44 1b.John Maynard Keynes Economic Consequences of the Peace,1920 “According to [the French] vision of the future, European history is to be a perpetual prize-fight, of which France has won this round, but of which this round is certainly not the last…. For Clemenceau made no pretense of considering himself bound by the Fourteen Points and left chiefly to others such concoctions as were necessary from time to time to save the scruples or the face of the President [Wilson]. … The policy of reducing Germany to servitude for a generation of degrading the lives of millions of human beings and of depriving a whole nation of happiness should be abhorrent and detestable – abhorrent and detestable, even if it were possible even if it enriched ourselves, even if did not sow the decay of the whole civilized life of Europe.

45 Based on the excerpt / document do you thin John Maynard Keynes is for or against the Treaty ratification For or Against ??? Seeds for future war sewn in the treaty

46 J.M. Keynes foresees that the Treaty’s destruction of Germany will lead to the decay of European civilization.

47 1b.WEB Du Bois “The League of Nations”, Crisis, 1921 Forty-one nations, including nearly every Negro and mulatto and colored government of the world, have met in Geneva and formed the assembly of the League of Nations. This is the most forward – looking event of the century. Because of the idiotic way in which the stubbornness of Woodrow Wilson and the political fortunes of the Republicans become involved, the United States was not represented, but despite its tumult and shouting this nation must join and join on the terms which the World lays down. The idea that we single-handed can dictate terms to the World or stay out of the World, is an idea born of the folly of fools.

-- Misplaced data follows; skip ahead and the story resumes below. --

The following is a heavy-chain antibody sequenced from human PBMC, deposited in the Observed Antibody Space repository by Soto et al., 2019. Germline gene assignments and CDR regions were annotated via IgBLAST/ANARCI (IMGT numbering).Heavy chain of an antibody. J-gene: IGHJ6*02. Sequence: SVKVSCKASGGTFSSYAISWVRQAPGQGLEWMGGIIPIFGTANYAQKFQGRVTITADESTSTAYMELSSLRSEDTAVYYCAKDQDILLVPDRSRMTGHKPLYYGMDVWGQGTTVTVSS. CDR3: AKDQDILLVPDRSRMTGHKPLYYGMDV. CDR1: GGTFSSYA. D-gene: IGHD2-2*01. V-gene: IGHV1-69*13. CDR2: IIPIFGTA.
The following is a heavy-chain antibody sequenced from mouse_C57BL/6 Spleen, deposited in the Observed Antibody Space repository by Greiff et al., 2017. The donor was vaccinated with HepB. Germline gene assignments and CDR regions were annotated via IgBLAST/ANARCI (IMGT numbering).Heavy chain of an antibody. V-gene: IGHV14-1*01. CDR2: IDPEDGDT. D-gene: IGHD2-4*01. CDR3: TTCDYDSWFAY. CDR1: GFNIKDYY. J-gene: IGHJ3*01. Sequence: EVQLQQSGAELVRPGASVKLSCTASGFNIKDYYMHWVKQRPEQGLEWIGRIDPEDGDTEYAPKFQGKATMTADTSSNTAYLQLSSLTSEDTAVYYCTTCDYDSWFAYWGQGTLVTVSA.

48 WEB Du Bois “The League of Nations”, Crisis, 1921 Liberal- represent the disappointment and dismay that lingered in the years after the treaty fight. Editorial in the NAACP periodical Crisis one can still hear echoes of the hopes that Wilson had raise when he spoke of anti colonialism and self determination of his 14 points. Du Bois still on the road to being radicalized wishes a plague on both the Internationalist and Reservationists houses but his sympathies still rest with the League

49 W.E.B. Du Bois editorial in Crisis argues that U.S. must join League and that both Wilson and Republicans are responsible for the defeat of the Treaty.

50 1b.Jane Addams Peace and Bread in time of War, 1922 The League of nations afforded a wide difference of opinion in every group. The Woman’s Peace Party held its annual meeting in Chicago in the spring of 1920 and found our branches fairly divided upon the subject…. The difference of opinion was limited always as to the existing League and never for a moment did anyone doubt the need for continued effort to bring about an adequate international organization.

51 Jane Addams after noting the sharp division of opinion among members of the Women’s Peace Party regarding the treaty itself notes that her (liberal) group is still virtually unanimous on the need for an “adequate international organization.”

52 Jane Addams admits that women are divided on the League of Nations, but some international organization is needed.

53 2. Lodge supported ratification amended Reservationists? – supported ratification with amendments (mostly Republicans led by Lodge) Republican Internationalist Liberal – foreign policy